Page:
FIFE Notes – December 2016

Best in Class

Most efficient experiments October – December 2016

The most efficient experiments on GPGrid that used more than 100,000 hours since October 1, 2016 were LArIAT (96.11%) and Minos (95.5%).


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Most efficient big non-production users October – December 2016

The most efficient big non-production user on GPGrid who used more than 100,000 hours since October 1, 2016 was Konstantinos Vellidis with 98.7% efficiency.

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Experiment with the most opportunistic hours October – December 2016

The experiment with the most opportunistic hours on OSG between October 1, 2016 and November 30, 2016 was mu2e with 3,607,577 hours.


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What’s new in Fifemon

There are some new dCache dashboards in Fifemon.


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This newsletter is brought to you by:

  • Shreyas Bhat
  • Joe Boyd
  • Vito Di Benedetto
  • Lisa Giacchetti
  • Ken Herner
  • Burt Holzman
  • Mike Kirby
  • Tanya Levshina
  • Anna Mazzacane
  • Marc Mengel
  • Kevin Retzke

We welcome articles you might want to submit. Please email

Feature Articles

How to make the most of your holiday break

How to get a whole bunch of jobs going while everyone else is sipping eggnog

While everyone enjoys a break from work this time of year, one thing that won’t be taking a break is grid computing. GPGrid will run at full capacity at all times, as will many of the usual offsite computing clusters. We encourage users to continue to submit jobs so that they can run over the holidays.

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HEPCloud doubles the size of CMS computing

High-energy physics experiments have an ever-growing need for computing, but all the experiments don't need all the cycles all the time. The need is driven by machine performance, experiment and conference schedules, and even new physics ideas. Computing facilities are purchased with the intention to meet peak workload rather than the average, which impacts the overall computing cost for the facility and the experiment.

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MINOS running on Stampede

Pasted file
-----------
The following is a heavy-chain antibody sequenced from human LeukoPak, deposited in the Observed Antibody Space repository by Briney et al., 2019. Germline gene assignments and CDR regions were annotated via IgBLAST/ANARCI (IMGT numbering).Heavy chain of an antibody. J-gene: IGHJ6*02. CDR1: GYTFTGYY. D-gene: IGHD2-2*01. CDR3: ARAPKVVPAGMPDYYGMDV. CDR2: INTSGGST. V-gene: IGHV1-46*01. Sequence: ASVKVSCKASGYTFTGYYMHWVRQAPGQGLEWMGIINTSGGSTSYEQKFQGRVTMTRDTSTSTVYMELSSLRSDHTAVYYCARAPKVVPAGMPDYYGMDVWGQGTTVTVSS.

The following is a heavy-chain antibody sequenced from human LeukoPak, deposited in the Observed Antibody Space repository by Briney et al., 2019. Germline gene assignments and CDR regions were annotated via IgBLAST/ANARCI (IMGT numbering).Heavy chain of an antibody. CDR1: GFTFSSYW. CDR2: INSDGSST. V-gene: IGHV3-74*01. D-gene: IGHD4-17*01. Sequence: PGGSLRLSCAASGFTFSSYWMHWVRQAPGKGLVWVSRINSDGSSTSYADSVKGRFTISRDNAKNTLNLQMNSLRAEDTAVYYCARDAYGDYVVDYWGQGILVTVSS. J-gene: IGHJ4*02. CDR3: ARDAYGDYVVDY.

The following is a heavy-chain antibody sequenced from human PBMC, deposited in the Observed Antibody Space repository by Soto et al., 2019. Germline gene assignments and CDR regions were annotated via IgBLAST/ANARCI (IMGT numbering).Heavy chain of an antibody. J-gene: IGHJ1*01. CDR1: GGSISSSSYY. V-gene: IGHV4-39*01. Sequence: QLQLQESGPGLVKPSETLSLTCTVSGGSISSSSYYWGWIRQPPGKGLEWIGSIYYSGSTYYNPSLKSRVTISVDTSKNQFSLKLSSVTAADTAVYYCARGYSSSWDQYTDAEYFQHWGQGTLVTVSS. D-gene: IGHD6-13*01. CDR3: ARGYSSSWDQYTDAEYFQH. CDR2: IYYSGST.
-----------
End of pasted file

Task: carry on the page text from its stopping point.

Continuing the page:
The HEP computing model is constantly evolving, and one change that is currently taking place is increased use of High Performance Computing (HPC) resources. Some of these HPC resources include supercomputing sites such as NERSC, as well as the EXtreme Science and Engineering Discovery Environment (XSEDE). XSEDE is actually a collection of several HPC resources, including the Stampede cluster at the Texas Advanced Computing Center.

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New developments in Continuous Integration (CI)

Since the first article appeared in the August 2016 edition of FIFE Notes, the Continuous Integration (CI) project has been implementing new features and on-boarding new experiments and collaborations. DUNE, GlideinWMS, MINERvA and GENIE are ready to try it out. NOvA is using CI extensively for their production releases. Alex Himmel, the NOvA production coordinator, discussed their experience at the October CS liaison meeting. "Continuous integration has been a major benefit to NOvA -- it allows us to catch issues one-by-one as they happen instead of all at once during an official production campaign. In just the last few months it has already saved us from many headaches," Himmel said. 
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Fifemon monitoring of data transfers

Back in about 2012, when we were designing the IFDH layer to insulate experimenter's code from the gory details of data handling and operating on the grid, I drew a diagram that included the ifdh copy utility logging all the copies to a central logging facility and an agent of the monitoring system scraping those logs to provide counts, transfer rates, etc. While this never really got off the ground in the early versions of Fifemon, the current implementation, which uses Elasticsearch tools to collect statistics from logging data, has brought it to a complete implementation. There are now two dashboards in Fifemon that provide a view of those logged copies. These dashboards are currently in pre-production. When they are in production, this post will be updated with the links.
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Click here for archive of past FIFE notes.

About FIFE


FIFE provides collaborative scientific-data processing solutions for Frontier Experiments.

FIFE takes the collective experience from current and past experiments to provide options for designing offline computing for experiments. It is not a mandate from Scientific Computing Division about how an experiment should or should not design their offline computing. FIFE is modular so experiments can take what they need, and new tools from outside communities can be incorporated as they develop.

Please click HERE for detailed documentation on the FIFE services and tools.